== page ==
Minneapolis police union head blasts city's riot response in letter to officers

Lt. Bob Kroll sharply criticized the city's handling of violent acts during protests and told the rank-and-file that they were being made "scapegoats"

Libor Janey and Liz Navratil
Star Tribune

MINNEAPOLIS — In his first substantial comments since the killing of George Floyd, outspoken Minneapolis police union president Lt. Bob Kroll blasted the city's handling of the ensuing riots and told the rank-and-file that they were being made "scapegoats" for the violence.

"No one with the exception of us is willing to recognize and acknowledge the extreme bravery you have displayed through this riot," said Kroll's letter, which is channeling the frustration of some officers who feel abandoned by the administration and City Hall. "I commend you for the excellent police work you are doing in keeping your co-workers and others safe during what everyone except us refuses to call a riot. You've turned the tide of the largest scale riot that Minneapolis has ever seen."

He went on to accuse Minneapolis Mayor Jacob Frey, Gov. Tim Walz and other leaders of refusing to "acknowledge the work of MPD and continually shift blame to it."

"It is despicable behavior," Kroll wrote. "How our command staff can tolerate it and live with themselves I do not know."

He continued that he had reached out to Republican Senate Majority Leader Paul Gazelka to discuss deploying more Minnesota National Guard troops on city streets, and has spoken with other law enforcement leaders across the country to "push our messaging on a national level."

Kroll's letter later surfaced on social media, where it was widely condemned as divisive and rekindled questions for some about whether real reform will ever take root in the city's police force.

Janeé Harteau, a former Minneapolis police chief and frequent sparring partner of Kroll's, called for him to resign from his post.

"A disgrace to the badge! This is the battle that myself and others have been fighting against. Bob Kroll turn in your badge!" Harteau posted on her Twitter account.

Mayor Jacob Frey said in a statement that Kroll "remains shockingly indifferent" to the department's efforts to build community relations.

"For a man who complains so frequently about a lack of community trust and support for the police department, Bob Kroll remains shockingly indifferent to his role in undermining that trust and support," he said. "His categorical opposition to reform, his consistent disrespect for civilian leadership, and his lack of empathy for the community have done more to undermine trust in police than any 'community activist' ever has."

Kroll has long been a lightning rod for criticism, both for his unabashed defense of officers accused of misconduct and because critics believe he represents a bygone era of policing.

He joined the department in 1989 and was elected to his first two-year term as union president in 2015, easily defeating longtime incumbent John Delmonico. He next won in another landslide against acting Federation treasurer Cory Fitch before running unopposed in the most recent election this spring.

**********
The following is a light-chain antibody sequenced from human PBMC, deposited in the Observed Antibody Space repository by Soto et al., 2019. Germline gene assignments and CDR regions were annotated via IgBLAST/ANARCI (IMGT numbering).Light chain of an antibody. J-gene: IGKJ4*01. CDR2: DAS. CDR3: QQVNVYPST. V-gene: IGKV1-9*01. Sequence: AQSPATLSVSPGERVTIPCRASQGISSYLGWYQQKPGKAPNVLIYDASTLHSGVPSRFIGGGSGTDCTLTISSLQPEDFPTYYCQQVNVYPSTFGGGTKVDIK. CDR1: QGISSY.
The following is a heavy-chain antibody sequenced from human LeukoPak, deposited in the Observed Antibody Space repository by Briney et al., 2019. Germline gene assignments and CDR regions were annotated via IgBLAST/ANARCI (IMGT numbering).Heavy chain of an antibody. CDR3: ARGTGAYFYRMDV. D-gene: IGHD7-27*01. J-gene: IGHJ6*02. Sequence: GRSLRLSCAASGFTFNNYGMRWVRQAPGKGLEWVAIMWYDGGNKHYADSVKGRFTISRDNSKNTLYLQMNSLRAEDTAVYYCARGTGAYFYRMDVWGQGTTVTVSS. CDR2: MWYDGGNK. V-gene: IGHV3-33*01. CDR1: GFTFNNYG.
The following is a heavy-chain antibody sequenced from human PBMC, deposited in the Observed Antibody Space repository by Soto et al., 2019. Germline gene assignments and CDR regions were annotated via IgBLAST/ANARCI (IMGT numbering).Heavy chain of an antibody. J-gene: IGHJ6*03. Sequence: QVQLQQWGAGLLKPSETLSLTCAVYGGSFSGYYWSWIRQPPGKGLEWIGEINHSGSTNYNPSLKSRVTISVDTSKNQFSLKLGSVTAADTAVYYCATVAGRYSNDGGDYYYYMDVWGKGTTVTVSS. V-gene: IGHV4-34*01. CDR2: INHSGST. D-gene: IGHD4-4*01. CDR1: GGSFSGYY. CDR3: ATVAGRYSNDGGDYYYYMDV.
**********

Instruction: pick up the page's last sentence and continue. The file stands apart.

Kroll was named in a 2007 racial discrimination lawsuit against the department that was brought by five black officers — including current chief Medaria Arradondo — after Kroll reportedly called U.S. Rep. Keith Ellison a terrorist and made disparaging comments about a gay aide to former Mayor R.T. Rybak in front of several other high-ranking commanders. Both Kroll and Arradondo have since said they have settled their differences and agreed to work together for the benefit of the department.

Kroll most recently drew the ire of activists when he joined President Donald Trump onstage at his rally at Target Center last year, shortly after Trump made controversial comments about Somali-Americans. Kroll was also criticized for pointing out the criminal record of Jamar Clark, whose shooting death by a Minneapolis officer in 2015 proved to be another watershed moment in city's history. He also raised the issue of Floyd's criminal record.

Kroll's supporters have said he is misunderstood, and has been unfairly vilified for doing the job of a police union chief advocating for the members.

The fiery lieutenant seemed to suggest that he was directly involved in some of the operations at the Third Precinct before the station was overrun and burned by rioters. He said there were several missteps that might have prevented the station's destruction, noting that reinforcements from the Minnesota National Guard didn't materialize until just after midnight Friday.

He also said that officers weren't allowed to "use gas munitions and less lethal munitions to defend themselves."

"Given the right numbers, the right equipment, and your ability to use them [we] would have ended this Tuesday night," Kroll wrote. "I know this because I've been in charge of three separate riot situations when the police on the ground had the ability to make the tactical decisions to effectively end the situation.

"The politicians are to blame and you are the scapegoats," he said.

Before the letter surfaced, some had questioned why the normally outspoken Kroll had chosen to remain silent since Floyd's killing, outside of a brief statement released to select media.

"Part of the reason myself and your board have been absent is like you we have simply been overworked and overwhelmed," he wrote. "I've had numerous conversations with politicians at the state level."

McClatchy-Tribune News Service

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